Caught this lady trying to sneak into the food shop...again

Caught this lady trying to sneak into the food shop…again

Volunteering here gave me memories I can guarantee I could not hold otherwise; I was playfully chased by one of our teenagers Kam Kaew while I tried to sneak past her with food. I was picked to feed our blind Elephant Lam Duan at night-time. Lets just say she is lightning fast and once she smells you and her food; she wants to get close right away, in the dark. I had countless tug of wars with our little guy Johnny, his record stands yet undefeated. I also had some surreal moments just watching all of them go about their daily business; oblivious to the Canadian guy sitting awestruck 50 feet away.  I met a great group of people; all with their own personal strengths that they brought with them as volunteers. It was also my fortune to stay for 5 weeks and spend 4 of them as the head volunteer; which helped me progress my own leadership skills in a very real way. The mahouts always kept things lively: mahouts are the Elephant cowboys. They each work individually with an Elephant and some have been with them for 3+ years. They all live on-site with you; and so you’re living with them. You’ll get to learn a lot about their culture and their style of life. You will also get to have a ton of fun with them during the day and after the sanctuary closes. I met some great guys and girls who live and work there that I am looking forward to seeing when I return.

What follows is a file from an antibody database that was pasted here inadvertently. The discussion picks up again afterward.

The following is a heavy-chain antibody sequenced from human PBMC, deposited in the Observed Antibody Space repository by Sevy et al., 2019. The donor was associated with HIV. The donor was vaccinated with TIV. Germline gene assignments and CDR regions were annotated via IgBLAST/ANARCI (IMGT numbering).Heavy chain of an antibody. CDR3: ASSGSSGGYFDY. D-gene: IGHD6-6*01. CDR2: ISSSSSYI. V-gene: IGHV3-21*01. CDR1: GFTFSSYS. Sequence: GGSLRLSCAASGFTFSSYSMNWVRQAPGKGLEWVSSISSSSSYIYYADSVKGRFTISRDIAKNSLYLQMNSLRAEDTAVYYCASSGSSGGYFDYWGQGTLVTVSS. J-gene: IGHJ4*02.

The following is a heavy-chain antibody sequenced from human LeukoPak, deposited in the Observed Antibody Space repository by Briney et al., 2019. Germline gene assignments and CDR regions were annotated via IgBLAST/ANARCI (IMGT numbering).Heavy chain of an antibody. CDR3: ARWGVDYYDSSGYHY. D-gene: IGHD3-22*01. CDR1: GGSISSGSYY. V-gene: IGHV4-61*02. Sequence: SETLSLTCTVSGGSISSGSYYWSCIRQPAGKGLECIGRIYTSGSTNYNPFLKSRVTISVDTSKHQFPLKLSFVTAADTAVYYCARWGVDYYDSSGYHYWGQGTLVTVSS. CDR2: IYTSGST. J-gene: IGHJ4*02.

My buddies - the littlest Mahouts

My buddies – the littlest Mahouts